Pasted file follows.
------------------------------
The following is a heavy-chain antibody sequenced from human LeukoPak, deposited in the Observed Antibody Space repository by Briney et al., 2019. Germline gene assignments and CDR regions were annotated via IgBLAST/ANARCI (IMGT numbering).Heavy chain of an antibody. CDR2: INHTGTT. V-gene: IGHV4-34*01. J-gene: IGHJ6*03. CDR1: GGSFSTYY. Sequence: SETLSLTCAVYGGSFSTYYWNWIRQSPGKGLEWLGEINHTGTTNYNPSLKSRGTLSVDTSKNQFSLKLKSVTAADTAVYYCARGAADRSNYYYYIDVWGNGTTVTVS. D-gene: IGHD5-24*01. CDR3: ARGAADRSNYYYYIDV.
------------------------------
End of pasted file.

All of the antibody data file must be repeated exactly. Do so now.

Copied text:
The following is a heavy-chain antibody sequenced from human LeukoPak, deposited in the Observed Antibody Space repository by Briney et al., 2019. Germline gene assignments and CDR regions were annotated via IgBLAST/ANARCI (IMGT numbering).Heavy chain of an antibody. CDR2: INHTGTT. V-gene: IGHV4-34*01. J-gene: IGHJ6*03. CDR1: GGSFSTYY. Sequence: SETLSLTCAVYGGSFSTYYWNWIRQSPGKGLEWLGEINHTGTTNYNPSLKSRGTLSVDTSKNQFSLKLKSVTAADTAVYYCARGAADRSNYYYYIDVWGNGTTVTVS. D-gene: IGHD5-24*01. CDR3: ARGAADRSNYYYYIDV.